ZAH Institutes

ZAH Institutes

The Centre for Astronomy of Heidelberg University (ZAH) is the largest university astronomy group within Germany. Its broad spectrum of scientific activity ranges from research in planet formation and galaxy evolution to cosmology and the development and building of astrophysical instrumentation. The interdependence of the different fields is also reflected in its projects and cooperations.

The ZAH is closely connected to the Department of Physics and Astronomy and cooperates with the Max-Planck Institutes for Astronomy (MPIA) and Nuclear Physics (MPIK) in research as well as in the education of university students.

ZAH Managing Director is Prof. Dr. Cornelis P. Dullemond.

ZAH Scientific Manager is Dr. Guido Thimm.

The ZAH was established in 2005 by joining the following institutes:

Image of the Astronomische Rechen-Institut

Mönchhofstr. 12-14
69120 Heidelberg
Tel: 06221 54 1801
Email: ballmann@ari.uni-heidelberg.de

Professors:
Prof. Dr. Eva K. Grebel
Prof. Dr. Joachim Wambsganss
Prof. Dr. Björn Malte Schäfer

Prof. Dr. Volker Springel (HITS/ZAH)

 

The Astronomisches Rechen-Institut (ARI) was founded in 1700 in Berlin and was initially tasked with calendrical calculations.  After World War II the institute moved to Heidelberg.  The main research areas at the ARI are extrasolar planets, stellar dynamics, star clusters,  galaxy evolution, galaxy clusters, gravitational lensing, and cosmology.  ARI astronomers use a wide range of ground-based and space-based optical, infrared, and X-ray observatories as well as  high-performance supercomputers.  The ARI has published a long series of fundamental astronomical catalogs and leads the German Astrophysical Virtual Observatory (GAVO).  ARI scientists are heavily involved in the Gaia mission of the European Space Agency (ESA).  The ARI is the PI institution of SFB 881, "The Milky Way System", which funds and coordinates the Heidelberg efforts to explore the evolutionary history of the Milky Way.  The ARI is also involved in several other international projects (including RAVE, Pan-STARRS, LAMOST, GREAT, LEGUS, HTTP, 4MOST, and microlensing networks).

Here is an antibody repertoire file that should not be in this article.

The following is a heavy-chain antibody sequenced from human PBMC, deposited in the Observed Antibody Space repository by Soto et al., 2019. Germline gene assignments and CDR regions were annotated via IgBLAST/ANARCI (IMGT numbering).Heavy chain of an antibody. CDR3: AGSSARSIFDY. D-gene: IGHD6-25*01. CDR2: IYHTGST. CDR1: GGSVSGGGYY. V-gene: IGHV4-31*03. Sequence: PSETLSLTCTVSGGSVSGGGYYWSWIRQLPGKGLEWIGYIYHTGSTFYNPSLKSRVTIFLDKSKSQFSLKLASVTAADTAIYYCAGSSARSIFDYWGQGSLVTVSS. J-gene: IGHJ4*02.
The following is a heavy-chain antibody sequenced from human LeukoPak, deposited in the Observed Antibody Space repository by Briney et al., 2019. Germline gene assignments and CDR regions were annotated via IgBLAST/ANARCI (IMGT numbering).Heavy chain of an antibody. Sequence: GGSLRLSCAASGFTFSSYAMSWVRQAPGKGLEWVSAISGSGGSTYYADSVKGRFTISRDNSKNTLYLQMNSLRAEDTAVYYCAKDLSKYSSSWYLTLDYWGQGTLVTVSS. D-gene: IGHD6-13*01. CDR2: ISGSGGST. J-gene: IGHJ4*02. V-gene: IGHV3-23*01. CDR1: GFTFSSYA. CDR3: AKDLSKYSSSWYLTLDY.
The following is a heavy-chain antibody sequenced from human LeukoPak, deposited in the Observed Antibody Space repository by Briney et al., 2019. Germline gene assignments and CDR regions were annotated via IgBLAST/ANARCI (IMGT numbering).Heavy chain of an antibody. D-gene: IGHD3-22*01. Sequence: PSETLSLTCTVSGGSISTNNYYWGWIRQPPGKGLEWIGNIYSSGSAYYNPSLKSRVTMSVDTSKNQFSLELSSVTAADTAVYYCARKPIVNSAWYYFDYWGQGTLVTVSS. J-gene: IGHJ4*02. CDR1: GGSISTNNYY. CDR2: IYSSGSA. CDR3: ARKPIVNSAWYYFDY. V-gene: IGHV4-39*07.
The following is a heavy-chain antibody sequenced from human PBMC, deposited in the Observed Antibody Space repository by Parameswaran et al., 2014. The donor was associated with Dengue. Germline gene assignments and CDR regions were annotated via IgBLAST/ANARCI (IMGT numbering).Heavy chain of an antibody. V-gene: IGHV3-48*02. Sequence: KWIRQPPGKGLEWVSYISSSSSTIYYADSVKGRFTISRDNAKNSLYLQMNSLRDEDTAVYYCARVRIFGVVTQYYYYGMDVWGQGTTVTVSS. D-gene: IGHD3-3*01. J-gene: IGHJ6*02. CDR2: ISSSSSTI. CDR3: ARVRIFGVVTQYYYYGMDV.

Image of the Institut für Theoretische Astrophysik

Albert-Ueberle-Str. 2 and Philosophenweg 12
69120 Heidelberg
Tel. (AU-2): 06221 54 4837
Tel. (Phil-12): 06221 54 4703
Email: zacheus@uni-heidelberg.de


Professors:
Prof. Dr. Matthias Bartelmann
Prof. Dr. Cornelis P. Dullemond
Prof. Dr. Ralf S. Klessen

Prof. Dr. Fritz Röpke (HITS/ZAH)

 

The Institut für Theoretische Astrophysik (ITA) of the university of Heidelberg was established by merging the two chairs for theoretical astrophysics. At ITA, a variety of astrophysical subjects is studied theoretically. Among them are the formation of stars and planets, stellar astrophysics, astro-chemistry, hydrodynamics and radiation transport as well as cosmology, in particular the theory of structure formation in the dark universe. This research focuses on the questions how stars and planets form and evolve, and how the mysteries of dark matter and dark energy can be decrypted. ITA is involved in several national and European research projects, among them the SFB 439 "Galaxies in the Young Universe", the Transregio-SFB 33 "The Dark Universe", the Research Group 759 "The Formation of Planets" and the European RTN Network "DUEL". In addition, ITA participates in the European satellite projects "Planck" and "Dune".

Image of the Landessternwarte Königstuhl

Königstuhl
69117 Heidelberg
Tel.: 06221 54 1700
Email: uansling@lsw.uni-heidelberg.de

Professors:
Prof. Dr. Andreas Quirrenbach
Prof. Dr. Norbert Christlieb

The observatory at Königstuhl was inaugurated on 20th June 1898 by the grand duke Friedrich I. of Baden. The contemporary Landessternwarte Königstuhl (LSW) is active in the fields of stellar and extragalactic astrophysics. It is involved in the development and building of the Lucifer-spectrograph for the near infrared at the Large Binocular Telescope. In the domain of high-energy astrophysics the LSW participates in the H.E.S.S.-teleskope in Namibia. Special emphasis is taken on active galaxies and quasars also supported by optical observations and theoretical work. Another working group on stellar physics isengaged in hot stars and compact objects. The technique of interferometry is developed for ESO telscopes (VLTI) and used especially for the search of extra-solar planets.

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